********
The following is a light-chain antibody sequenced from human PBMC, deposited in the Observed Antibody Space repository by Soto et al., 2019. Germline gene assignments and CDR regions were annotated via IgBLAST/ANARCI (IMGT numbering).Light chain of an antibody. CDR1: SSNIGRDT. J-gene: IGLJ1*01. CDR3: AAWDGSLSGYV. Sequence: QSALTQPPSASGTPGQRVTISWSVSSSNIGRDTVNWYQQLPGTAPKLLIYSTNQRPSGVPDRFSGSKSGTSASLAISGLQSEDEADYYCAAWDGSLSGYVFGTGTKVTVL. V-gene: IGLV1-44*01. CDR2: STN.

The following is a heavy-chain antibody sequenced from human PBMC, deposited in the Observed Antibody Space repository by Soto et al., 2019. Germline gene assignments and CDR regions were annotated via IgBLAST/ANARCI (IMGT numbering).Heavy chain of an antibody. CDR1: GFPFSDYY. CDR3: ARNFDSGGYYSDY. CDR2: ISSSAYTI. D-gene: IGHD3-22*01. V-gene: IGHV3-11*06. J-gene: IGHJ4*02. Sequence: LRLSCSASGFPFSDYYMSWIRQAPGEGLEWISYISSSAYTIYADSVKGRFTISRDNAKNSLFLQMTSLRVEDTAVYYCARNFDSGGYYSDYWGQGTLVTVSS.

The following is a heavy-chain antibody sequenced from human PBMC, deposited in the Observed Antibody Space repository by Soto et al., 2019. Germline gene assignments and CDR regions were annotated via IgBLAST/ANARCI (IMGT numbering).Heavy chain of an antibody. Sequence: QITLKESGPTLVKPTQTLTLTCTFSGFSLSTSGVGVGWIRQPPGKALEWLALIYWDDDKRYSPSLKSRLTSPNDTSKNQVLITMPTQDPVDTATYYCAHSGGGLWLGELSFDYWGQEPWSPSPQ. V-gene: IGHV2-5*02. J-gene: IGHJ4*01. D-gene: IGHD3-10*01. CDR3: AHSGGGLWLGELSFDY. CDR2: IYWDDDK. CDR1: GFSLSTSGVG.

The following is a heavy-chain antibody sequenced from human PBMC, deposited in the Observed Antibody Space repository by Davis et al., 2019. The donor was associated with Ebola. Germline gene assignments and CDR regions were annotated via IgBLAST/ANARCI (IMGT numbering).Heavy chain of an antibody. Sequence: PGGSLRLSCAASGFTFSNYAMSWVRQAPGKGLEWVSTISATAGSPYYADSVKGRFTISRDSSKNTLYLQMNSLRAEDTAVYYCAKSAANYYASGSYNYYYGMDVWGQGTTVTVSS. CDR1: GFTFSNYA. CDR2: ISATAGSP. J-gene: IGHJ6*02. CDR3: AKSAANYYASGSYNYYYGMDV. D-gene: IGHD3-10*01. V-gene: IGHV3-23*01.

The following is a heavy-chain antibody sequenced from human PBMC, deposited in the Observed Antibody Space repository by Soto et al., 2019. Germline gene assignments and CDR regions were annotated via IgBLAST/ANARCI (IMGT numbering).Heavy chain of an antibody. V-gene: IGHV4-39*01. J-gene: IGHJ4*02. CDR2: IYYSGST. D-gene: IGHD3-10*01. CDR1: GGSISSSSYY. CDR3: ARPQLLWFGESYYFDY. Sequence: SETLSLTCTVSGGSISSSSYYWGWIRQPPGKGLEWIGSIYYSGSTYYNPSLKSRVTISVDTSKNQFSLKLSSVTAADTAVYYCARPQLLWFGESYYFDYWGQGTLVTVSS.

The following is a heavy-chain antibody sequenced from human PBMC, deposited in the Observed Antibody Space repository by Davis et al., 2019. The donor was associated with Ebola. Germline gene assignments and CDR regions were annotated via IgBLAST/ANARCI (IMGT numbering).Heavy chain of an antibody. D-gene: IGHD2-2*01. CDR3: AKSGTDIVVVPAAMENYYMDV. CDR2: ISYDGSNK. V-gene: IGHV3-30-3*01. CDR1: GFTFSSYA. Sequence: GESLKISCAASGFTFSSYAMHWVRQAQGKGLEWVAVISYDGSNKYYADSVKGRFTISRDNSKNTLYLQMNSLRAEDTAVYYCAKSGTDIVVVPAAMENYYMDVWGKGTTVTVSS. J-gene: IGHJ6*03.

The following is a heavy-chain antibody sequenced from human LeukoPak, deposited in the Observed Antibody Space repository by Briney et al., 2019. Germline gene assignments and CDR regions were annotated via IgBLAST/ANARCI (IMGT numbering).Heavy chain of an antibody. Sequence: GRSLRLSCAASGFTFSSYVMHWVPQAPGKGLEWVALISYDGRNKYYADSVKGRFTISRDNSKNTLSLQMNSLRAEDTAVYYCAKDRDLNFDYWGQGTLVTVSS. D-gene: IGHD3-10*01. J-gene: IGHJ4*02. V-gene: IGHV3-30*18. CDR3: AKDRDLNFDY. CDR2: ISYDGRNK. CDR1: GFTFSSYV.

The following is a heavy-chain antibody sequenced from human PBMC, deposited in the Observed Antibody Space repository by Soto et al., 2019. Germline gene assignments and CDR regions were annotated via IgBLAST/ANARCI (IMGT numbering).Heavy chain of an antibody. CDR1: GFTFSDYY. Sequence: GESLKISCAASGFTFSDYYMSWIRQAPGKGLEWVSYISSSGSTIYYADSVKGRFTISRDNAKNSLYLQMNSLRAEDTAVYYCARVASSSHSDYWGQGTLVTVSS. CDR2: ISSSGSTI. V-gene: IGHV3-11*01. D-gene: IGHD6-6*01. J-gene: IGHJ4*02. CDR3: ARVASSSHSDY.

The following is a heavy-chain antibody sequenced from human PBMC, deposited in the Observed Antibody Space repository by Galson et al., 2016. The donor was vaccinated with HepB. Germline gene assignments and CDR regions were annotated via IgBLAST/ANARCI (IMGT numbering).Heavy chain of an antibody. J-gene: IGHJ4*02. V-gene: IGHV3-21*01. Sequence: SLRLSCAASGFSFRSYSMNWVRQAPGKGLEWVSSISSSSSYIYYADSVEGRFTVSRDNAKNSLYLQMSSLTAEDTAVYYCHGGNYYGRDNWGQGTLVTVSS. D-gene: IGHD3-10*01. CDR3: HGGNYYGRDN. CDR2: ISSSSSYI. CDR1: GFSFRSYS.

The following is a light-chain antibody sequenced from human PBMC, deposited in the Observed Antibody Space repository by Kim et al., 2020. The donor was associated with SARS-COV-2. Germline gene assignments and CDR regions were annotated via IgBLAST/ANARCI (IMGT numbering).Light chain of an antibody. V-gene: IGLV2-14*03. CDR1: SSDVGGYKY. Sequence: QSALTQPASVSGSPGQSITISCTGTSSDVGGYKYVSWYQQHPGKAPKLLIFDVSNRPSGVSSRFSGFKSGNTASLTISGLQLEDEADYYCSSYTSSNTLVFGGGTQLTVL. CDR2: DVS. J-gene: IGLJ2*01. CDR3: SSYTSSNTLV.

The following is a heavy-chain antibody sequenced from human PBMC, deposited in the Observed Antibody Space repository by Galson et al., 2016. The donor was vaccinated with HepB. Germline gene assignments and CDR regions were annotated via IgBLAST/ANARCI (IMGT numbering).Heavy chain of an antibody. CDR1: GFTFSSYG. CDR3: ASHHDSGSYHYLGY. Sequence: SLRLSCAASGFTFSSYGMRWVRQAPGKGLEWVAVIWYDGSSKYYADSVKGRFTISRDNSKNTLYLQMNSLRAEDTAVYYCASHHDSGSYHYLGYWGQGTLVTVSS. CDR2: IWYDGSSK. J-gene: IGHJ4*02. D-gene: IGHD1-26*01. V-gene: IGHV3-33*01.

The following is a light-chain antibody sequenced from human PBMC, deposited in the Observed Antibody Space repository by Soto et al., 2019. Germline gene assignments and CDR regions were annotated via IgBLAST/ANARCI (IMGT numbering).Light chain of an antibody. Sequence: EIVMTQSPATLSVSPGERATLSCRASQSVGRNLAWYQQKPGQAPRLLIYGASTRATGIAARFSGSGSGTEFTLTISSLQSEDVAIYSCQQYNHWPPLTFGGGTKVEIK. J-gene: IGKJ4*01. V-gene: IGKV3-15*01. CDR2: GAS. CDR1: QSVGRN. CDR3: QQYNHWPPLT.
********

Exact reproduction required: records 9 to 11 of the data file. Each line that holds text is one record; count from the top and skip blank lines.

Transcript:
The following is a heavy-chain antibody sequenced from human PBMC, deposited in the Observed Antibody Space repository by Galson et al., 2016. The donor was vaccinated with HepB. Germline gene assignments and CDR regions were annotated via IgBLAST/ANARCI (IMGT numbering).Heavy chain of an antibody. J-gene: IGHJ4*02. V-gene: IGHV3-21*01. Sequence: SLRLSCAASGFSFRSYSMNWVRQAPGKGLEWVSSISSSSSYIYYADSVEGRFTVSRDNAKNSLYLQMSSLTAEDTAVYYCHGGNYYGRDNWGQGTLVTVSS. D-gene: IGHD3-10*01. CDR3: HGGNYYGRDN. CDR2: ISSSSSYI. CDR1: GFSFRSYS.

The following is a light-chain antibody sequenced from human PBMC, deposited in the Observed Antibody Space repository by Kim et al., 2020. The donor was associated with SARS-COV-2. Germline gene assignments and CDR regions were annotated via IgBLAST/ANARCI (IMGT numbering).Light chain of an antibody. V-gene: IGLV2-14*03. CDR1: SSDVGGYKY. Sequence: QSALTQPASVSGSPGQSITISCTGTSSDVGGYKYVSWYQQHPGKAPKLLIFDVSNRPSGVSSRFSGFKSGNTASLTISGLQLEDEADYYCSSYTSSNTLVFGGGTQLTVL. CDR2: DVS. J-gene: IGLJ2*01. CDR3: SSYTSSNTLV.

The following is a heavy-chain antibody sequenced from human PBMC, deposited in the Observed Antibody Space repository by Galson et al., 2016. The donor was vaccinated with HepB. Germline gene assignments and CDR regions were annotated via IgBLAST/ANARCI (IMGT numbering).Heavy chain of an antibody. CDR1: GFTFSSYG. CDR3: ASHHDSGSYHYLGY. Sequence: SLRLSCAASGFTFSSYGMRWVRQAPGKGLEWVAVIWYDGSSKYYADSVKGRFTISRDNSKNTLYLQMNSLRAEDTAVYYCASHHDSGSYHYLGYWGQGTLVTVSS. CDR2: IWYDGSSK. J-gene: IGHJ4*02. D-gene: IGHD1-26*01. V-gene: IGHV3-33*01.